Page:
News / Toronto

Tim Bosma's killer Dellen Millard stuck in financial web

Millard, who was sentenced to life in prison for the murder of Tim Bosma in June 2016, now faces two more trials – one for the murder of Laura Babcock, the other for the murder of his father Wayne Millard.

Laura Babcock, left, 23, went missing in July 2012. Police did not confirm her death until 2014, when Dellen Millard, right, and Mark Smich were charged with her murder.

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Laura Babcock, left, 23, went missing in July 2012. Police did not confirm her death until 2014, when Dellen Millard, right, and Mark Smich were charged with her murder.

Dellen Millard can’t inherit his father’s estate because he has yet to stand trial for his murder — but court documents show that is where some of the cash to fund his defence may come from.

Millard had spent at least $1.2 million in legal fees by November 2015, civil court documents obtained by Torstar News Service shows.

Millard, who was sentenced to life in prison for the murder of Tim Bosma in June 2016, now faces two more trials – one for the murder of Laura Babcock, the other for the murder of his father Wayne Millard -- but claims he hasn’t been able to get the funding to pay for lawyers due to ongoing civil court matters.

As a result, Millard and his co-accused Mark Smich have had their joint first-degree murder trial for the slaying of Babcock delayed until September 2017 – and a criminal court judge has offered to intervene with the civil courts to speed up Millard’s access to funds for his potential lawyers.

One immediate source of cash is his father’s estate of which Millard is the sole beneficiary. Millard can’t actually collect on the inheritance because the outcome of his trial for the murder of his father is pending, according to an affidavit from his mother Madeleine Burns.

But the court documents show that through some legal maneuvering Millard – with the help of his mother who has power of attorney over his assets -- was able get $75,000 cash from Wayne Millard’s estate in exchange for a loan of $75,000 owed to Millard by the now-defunct family business.

(The business owes Millard a total of $3,979,538.54 in return for Millard selling off or re-financing his own properties to pay off a bank loan but, the documents note, given that the business is no longer operational that money is unlikely to be repaid.)

The cash released was to be used solely for the legal fees of Millard and Burns.

The Millard family assets are outlined through affidavits from Burns who divorced Millard’s father in 1996.

As of 2008, Dellen Millard entered the family aviation businesses Millard Properties and Millardair Inc.

In June 2011, Millard Properties signed a long-term lease at the Waterloo Airport and built a hangar – taking on a substantial bank loan.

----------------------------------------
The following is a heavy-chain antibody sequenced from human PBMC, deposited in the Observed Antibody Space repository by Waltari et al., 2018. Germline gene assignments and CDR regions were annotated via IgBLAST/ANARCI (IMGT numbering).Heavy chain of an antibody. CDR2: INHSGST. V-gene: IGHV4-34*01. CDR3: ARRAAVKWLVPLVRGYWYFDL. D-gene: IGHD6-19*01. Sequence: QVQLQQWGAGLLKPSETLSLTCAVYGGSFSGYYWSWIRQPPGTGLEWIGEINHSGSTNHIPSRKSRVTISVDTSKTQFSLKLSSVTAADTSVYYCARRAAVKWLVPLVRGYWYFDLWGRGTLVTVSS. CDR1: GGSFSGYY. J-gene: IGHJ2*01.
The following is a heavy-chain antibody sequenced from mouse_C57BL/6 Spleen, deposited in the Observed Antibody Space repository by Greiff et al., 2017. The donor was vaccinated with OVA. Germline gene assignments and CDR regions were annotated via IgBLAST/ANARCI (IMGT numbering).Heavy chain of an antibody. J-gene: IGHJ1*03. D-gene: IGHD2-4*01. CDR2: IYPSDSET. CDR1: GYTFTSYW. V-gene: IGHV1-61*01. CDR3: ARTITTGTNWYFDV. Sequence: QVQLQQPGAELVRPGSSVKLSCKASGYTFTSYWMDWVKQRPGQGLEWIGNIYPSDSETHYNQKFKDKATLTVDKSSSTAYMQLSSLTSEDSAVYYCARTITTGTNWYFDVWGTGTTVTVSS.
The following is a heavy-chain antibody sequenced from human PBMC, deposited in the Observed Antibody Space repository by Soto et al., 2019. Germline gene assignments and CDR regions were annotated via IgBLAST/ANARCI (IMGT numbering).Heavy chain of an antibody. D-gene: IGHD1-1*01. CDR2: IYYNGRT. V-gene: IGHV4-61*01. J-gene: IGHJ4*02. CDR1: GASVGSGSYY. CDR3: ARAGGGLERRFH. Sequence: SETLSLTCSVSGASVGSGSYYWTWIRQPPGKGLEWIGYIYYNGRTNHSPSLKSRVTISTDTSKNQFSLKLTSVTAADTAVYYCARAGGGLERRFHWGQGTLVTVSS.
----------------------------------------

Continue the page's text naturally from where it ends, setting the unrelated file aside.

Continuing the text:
Wayne Millard died on Nov. 30, 2012 and the aircraft maintenance and repair business collapsed soon after.

Dellen already owned half the business and was left the other half by his father.

After his arrest for the murder of Tim Bosma in 2013, Millard gave his mother power of attorney over his assets and named her executor and trustee of Wayne Millard’s estate.

In order to facilitate the sales and “minimize any associated stigma” Millard also transferred three of the properties – a house in Etobicoke, a condo in the Distillery District and a condo in Vaughan -- to Burns.

The proceeds of the sale of those properties and others was used primarily to repay a bank loan, Burns states in an affidavit, resulting in the business owing Millard more than $4 million.

Following a “protracted and difficult sale process” Millard Properties sold its interest in the Waterloo airport lease and hangar for $4.8 million in April 2015 – $3.2 million in cash, the rest as a promissory note, a report by a court-appointed receiver states.

From the cash, $1,214,709.40 went to Millard to repay a portion of shareholder loans.

“Substantially all of these funds” went towards paying Millard’s legal fees and retainers prior to November 2015, the report states.

Millard Properties continues to owe Millard $3,979,538.54 in shareholder loans – but given that the company’s only remaining asset is the promissory note, the loans are unlikely to be repaid prior to the maturity date, Burns states in an affidavit.

Millard also faces a demand by the Canada Revenue Authority for $976,965 in income tax arrears and a $14 million lawsuit filed by the Bosma family.

In November 2015, a court granted Burns’ request to appoint a receiver to oversee Millard’s financial affairs and for a freeze on all proceedings related to them.

In June 2016, Burns asked the court to lift the freeze in order to release $75,000 to pay Millard’s legal costs and her own. “The amount is necessary to protect Dellen’s interests in connection with the criminal charges as well as these proceedings,” she wrote in an affidavit.

On June 7, 2016, Millard’s lawyer Nadir Sachak had requested additional funds to complete the Bosma trial, Burns wrote in an affidavit. The amount requested is not stated as it would be covered by solicitor-client privilege.

Her own lawyers requested $25,000 to cover their legal fees in the civil proceedings, she wrote.

On June 16, 2016, the court allowed Burns’ request to have $75,000 in cash released from Wayne Millard’s estate in exchange for $75,000 of Millard’s shareholder loans.

Millard next appears in court on Friday.

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